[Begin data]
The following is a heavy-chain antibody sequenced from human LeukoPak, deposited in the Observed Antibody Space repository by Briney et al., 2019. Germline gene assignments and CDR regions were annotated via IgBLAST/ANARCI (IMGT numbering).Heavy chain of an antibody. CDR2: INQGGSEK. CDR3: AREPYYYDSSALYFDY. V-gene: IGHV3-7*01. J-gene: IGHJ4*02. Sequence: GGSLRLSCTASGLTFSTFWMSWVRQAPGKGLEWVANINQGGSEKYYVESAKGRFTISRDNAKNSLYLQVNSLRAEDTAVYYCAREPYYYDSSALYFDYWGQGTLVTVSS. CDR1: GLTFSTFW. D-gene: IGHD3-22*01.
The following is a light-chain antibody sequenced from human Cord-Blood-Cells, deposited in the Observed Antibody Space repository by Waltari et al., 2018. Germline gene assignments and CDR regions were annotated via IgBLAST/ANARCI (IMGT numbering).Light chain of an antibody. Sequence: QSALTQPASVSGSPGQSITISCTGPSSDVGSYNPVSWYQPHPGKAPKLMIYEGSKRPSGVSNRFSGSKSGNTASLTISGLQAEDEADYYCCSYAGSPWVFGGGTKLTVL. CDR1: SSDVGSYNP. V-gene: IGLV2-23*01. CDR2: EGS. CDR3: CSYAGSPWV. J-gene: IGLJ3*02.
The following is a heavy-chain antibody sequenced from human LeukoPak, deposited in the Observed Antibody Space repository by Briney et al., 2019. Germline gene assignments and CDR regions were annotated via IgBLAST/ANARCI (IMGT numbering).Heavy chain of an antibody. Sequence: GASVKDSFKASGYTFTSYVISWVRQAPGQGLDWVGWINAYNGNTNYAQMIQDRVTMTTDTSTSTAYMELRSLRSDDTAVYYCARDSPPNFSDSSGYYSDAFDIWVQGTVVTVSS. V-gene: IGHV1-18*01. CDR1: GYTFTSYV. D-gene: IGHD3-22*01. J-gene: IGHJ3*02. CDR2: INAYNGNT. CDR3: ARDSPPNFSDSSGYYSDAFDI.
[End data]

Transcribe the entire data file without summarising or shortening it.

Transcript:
The following is a heavy-chain antibody sequenced from human LeukoPak, deposited in the Observed Antibody Space repository by Briney et al., 2019. Germline gene assignments and CDR regions were annotated via IgBLAST/ANARCI (IMGT numbering).Heavy chain of an antibody. CDR2: INQGGSEK. CDR3: AREPYYYDSSALYFDY. V-gene: IGHV3-7*01. J-gene: IGHJ4*02. Sequence: GGSLRLSCTASGLTFSTFWMSWVRQAPGKGLEWVANINQGGSEKYYVESAKGRFTISRDNAKNSLYLQVNSLRAEDTAVYYCAREPYYYDSSALYFDYWGQGTLVTVSS. CDR1: GLTFSTFW. D-gene: IGHD3-22*01.
The following is a light-chain antibody sequenced from human Cord-Blood-Cells, deposited in the Observed Antibody Space repository by Waltari et al., 2018. Germline gene assignments and CDR regions were annotated via IgBLAST/ANARCI (IMGT numbering).Light chain of an antibody. Sequence: QSALTQPASVSGSPGQSITISCTGPSSDVGSYNPVSWYQPHPGKAPKLMIYEGSKRPSGVSNRFSGSKSGNTASLTISGLQAEDEADYYCCSYAGSPWVFGGGTKLTVL. CDR1: SSDVGSYNP. V-gene: IGLV2-23*01. CDR2: EGS. CDR3: CSYAGSPWV. J-gene: IGLJ3*02.
The following is a heavy-chain antibody sequenced from human LeukoPak, deposited in the Observed Antibody Space repository by Briney et al., 2019. Germline gene assignments and CDR regions were annotated via IgBLAST/ANARCI (IMGT numbering).Heavy chain of an antibody. Sequence: GASVKDSFKASGYTFTSYVISWVRQAPGQGLDWVGWINAYNGNTNYAQMIQDRVTMTTDTSTSTAYMELRSLRSDDTAVYYCARDSPPNFSDSSGYYSDAFDIWVQGTVVTVSS. V-gene: IGHV1-18*01. CDR1: GYTFTSYV. D-gene: IGHD3-22*01. J-gene: IGHJ3*02. CDR2: INAYNGNT. CDR3: ARDSPPNFSDSSGYYSDAFDI.